By Jagyaseni Chatterjee | Published: 11th November 2017 10:00 PM |
Seven-year-old Ravi holds his father’s hand and walks into the gates of the Indian Museum, Kolkata, leading to a huge garden. A look of awe fills his tiny face as his eyes take in the sheer grandeur of the building that makes his little heart throb with excitement. He looks up to his smiling father, who mirrors his enthusiasm. “I had come here with your grandfather, 35 years ago,” says his father staring at the majestic view. That’s what museums are—gatekeepers of the past, the present and the future, carefully housing all that’s brought forward human civilisation today. Whether situated in pristinely-clipped botanical gardens, or wedged between tall industrial buildings in a bustling city street, museums have been destinations of immortal bricks of history.
The recently-concluded ‘India and the World’ exhibition in Mumbai museum—displaying 210 objects, including the ones dating back to 170 million years from 28 museums across the world—shows the renewed interest in Indian antiquity. Vinod Daniel, the chair of AusHeritage, Australia’s cultural heritage network, and member of the International Council of Museums, Paris, who was in India last week, said the country has the capacity to create at least one world-class museum in every state. He believes museums can involve public; for example, he envisages a museum displaying local bird species with photographs contributed by people.
“Government museums are boring, non-interactive and ill-maintained. We need to go by the times. Augmented reality is the name of the game now. What we need to understand is people are a part of art,” says AP Sreethar, primarily a painter who has been on a museum-building spree for the past two years. With 23 museums to his credit, including the Click Art Museum, Vintage Camera Museum, Live Art Museum in India, Malaysia, Singapore and USA, he is now launching his latest, One-Minute Wonder, in Mumbai this December.
At the Click Art Museum, one can take a selfie with a gorilla, fight with Jackie Chan, row in Venice, etc. Giving rise to an optical illusion, Sreethar has crafted 3D paintings that invite guests to actively participate with the painting. The Live Art Museum houses replicas of famous personalities such as MS Dhoni, Shirdi Sai Baba, Amitabh Bachchan, Mother Teresa, Michael Jackson, Jackie Chan, Arnold Schwarzenegger and Charlie Chaplin. It is the first silicon museum in the world. The Vintage Camera Museum he set up in Chennai is designed in the form of a Rollei camera, and the entry is shaped like a lens. Around 1,000 cameras and a rare collection of photographs are on display here.
One-Minute Wonder is grouped in three segments: around the world in one minute, around Singapore in one minute and African jungle in one minute. It promises to send permanent videos to all its guests. Sreethar promises to come up with more categories in future.To reinvent themselves, museums are trying to make their space as composite as possible with information, events and cafés, outdoor art and landscaping, flexible gallery space, and what have you. From book launches to interactive sessions, museums are rethinking the physical plan to cater to a more diverse public, while staying buoyant financially. They are conducting events of all kinds—from ancient board games, exclusive exhibitions dedicated to famous artists not well-known in India, to conducting musical concerts.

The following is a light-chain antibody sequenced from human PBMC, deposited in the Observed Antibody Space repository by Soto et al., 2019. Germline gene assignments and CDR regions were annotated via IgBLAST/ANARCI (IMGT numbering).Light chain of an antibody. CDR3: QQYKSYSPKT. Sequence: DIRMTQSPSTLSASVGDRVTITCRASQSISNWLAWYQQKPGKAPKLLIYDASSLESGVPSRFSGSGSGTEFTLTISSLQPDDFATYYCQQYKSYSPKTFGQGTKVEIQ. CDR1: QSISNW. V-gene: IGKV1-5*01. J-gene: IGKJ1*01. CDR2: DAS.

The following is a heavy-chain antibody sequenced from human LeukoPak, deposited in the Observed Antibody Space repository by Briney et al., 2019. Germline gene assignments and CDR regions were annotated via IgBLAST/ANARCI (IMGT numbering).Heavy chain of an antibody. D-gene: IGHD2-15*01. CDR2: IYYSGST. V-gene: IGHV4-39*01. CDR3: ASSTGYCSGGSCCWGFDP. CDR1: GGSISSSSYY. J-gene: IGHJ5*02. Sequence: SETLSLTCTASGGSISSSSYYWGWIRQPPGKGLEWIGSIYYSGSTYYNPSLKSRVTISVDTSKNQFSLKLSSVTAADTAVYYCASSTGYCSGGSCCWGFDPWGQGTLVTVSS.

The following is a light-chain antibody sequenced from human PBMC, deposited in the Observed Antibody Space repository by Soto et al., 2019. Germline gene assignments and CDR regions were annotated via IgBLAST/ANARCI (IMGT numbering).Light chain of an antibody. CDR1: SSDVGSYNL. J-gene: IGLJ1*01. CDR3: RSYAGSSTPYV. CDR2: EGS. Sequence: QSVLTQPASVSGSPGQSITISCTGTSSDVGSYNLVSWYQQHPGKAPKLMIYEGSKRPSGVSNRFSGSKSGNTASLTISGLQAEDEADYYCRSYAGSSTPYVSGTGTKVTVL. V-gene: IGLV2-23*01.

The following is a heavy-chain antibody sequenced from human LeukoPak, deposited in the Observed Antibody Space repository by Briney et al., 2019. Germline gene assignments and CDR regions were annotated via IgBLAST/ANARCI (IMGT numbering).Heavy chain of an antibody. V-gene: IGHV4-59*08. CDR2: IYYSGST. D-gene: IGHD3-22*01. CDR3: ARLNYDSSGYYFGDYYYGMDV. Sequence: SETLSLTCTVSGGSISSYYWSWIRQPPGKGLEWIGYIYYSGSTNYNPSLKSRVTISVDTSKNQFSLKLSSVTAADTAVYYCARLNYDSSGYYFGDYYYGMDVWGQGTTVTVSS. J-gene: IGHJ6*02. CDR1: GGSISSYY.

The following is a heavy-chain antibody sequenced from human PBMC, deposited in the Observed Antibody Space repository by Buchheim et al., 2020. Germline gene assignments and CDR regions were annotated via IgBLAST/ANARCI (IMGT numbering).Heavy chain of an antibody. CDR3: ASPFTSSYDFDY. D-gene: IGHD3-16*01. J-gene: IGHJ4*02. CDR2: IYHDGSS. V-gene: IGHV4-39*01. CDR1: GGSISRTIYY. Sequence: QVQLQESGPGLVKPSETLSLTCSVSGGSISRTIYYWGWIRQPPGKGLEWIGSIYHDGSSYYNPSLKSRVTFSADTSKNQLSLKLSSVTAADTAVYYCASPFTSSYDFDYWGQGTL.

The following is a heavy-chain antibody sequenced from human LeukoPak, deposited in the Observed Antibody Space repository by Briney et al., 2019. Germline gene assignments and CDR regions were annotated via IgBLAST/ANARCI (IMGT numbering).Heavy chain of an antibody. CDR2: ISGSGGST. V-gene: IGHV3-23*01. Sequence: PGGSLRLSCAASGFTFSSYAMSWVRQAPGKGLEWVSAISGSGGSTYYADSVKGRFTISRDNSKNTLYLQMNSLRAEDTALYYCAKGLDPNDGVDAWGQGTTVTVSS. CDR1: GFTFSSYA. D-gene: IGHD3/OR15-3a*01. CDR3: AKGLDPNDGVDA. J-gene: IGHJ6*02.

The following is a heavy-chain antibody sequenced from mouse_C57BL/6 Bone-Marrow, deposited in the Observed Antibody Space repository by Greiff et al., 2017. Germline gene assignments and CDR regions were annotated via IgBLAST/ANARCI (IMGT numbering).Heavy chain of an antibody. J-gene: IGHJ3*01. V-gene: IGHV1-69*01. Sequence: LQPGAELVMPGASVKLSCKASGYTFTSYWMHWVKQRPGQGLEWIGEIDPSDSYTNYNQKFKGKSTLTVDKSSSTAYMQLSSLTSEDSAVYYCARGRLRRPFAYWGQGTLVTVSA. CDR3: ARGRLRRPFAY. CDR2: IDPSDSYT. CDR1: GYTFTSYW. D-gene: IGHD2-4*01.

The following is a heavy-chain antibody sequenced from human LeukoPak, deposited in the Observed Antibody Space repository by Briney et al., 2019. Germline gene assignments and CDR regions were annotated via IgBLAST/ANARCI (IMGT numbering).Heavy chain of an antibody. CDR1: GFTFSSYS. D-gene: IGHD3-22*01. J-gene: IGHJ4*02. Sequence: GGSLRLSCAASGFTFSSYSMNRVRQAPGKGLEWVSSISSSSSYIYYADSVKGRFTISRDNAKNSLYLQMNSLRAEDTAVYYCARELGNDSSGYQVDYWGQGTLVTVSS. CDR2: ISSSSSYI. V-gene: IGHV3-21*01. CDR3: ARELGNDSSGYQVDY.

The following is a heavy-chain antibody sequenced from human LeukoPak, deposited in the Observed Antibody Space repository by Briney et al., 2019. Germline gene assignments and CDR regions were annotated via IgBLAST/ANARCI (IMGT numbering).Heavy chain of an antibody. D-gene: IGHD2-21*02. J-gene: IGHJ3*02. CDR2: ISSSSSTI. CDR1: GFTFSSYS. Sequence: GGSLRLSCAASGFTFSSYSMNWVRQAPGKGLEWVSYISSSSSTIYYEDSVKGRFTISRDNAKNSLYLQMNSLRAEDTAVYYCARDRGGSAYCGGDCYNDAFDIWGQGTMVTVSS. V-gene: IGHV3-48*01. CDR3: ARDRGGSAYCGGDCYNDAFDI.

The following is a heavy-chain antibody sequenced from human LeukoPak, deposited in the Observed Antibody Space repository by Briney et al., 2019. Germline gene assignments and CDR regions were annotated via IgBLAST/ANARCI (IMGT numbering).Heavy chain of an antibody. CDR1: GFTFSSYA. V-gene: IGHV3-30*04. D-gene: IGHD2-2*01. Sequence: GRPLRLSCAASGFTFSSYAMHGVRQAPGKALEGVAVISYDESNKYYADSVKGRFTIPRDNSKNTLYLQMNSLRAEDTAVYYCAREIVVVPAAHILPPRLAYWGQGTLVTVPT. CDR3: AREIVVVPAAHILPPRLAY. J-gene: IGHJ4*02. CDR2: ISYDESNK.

The appointment of Rajesh Purohit, who earlier headed Allahabad Museum, as the director of Indian Museum, Kolkata, the oldest museum in India, has brought back focus on how we look at our artefacts in the oldest museum of India. Purohit, who introduced innovations such as digital 3D version of rare statues and artefacts in Allahabad, aims to convert the Indian Museum into a happening hub. “Museums can play a leading role in bolstering the creative economy, locally and regionally. They also act as platforms for debate and discussion, tackling complex societal issues and encouraging public participation,” says Purohit. Allahabad Museum showcases the second largest collection of 72,000 artefacts in the country after its Kolkata counterpart that has around two lakh artefacts.
In India, you will find a museum for just about every mind. Parallel to its diverse flora and fauna, people and culture, heritage and art, there is an applauding number of institutions that have stood tall across the country. From the motorcycling café, Bengaluru, and Shell Museum in Chennai, to the open courtyard housing tribal art and mural paintings of award-winning artists in Purkhauti Muktangan, Raipur—over the years, every state has built its own museum. From the doll museum of Norbulingka Institute in Mcleodganj, Dharamsala, to the Mayong Central Museum, Assam—museums today are also opting for the thematic trend.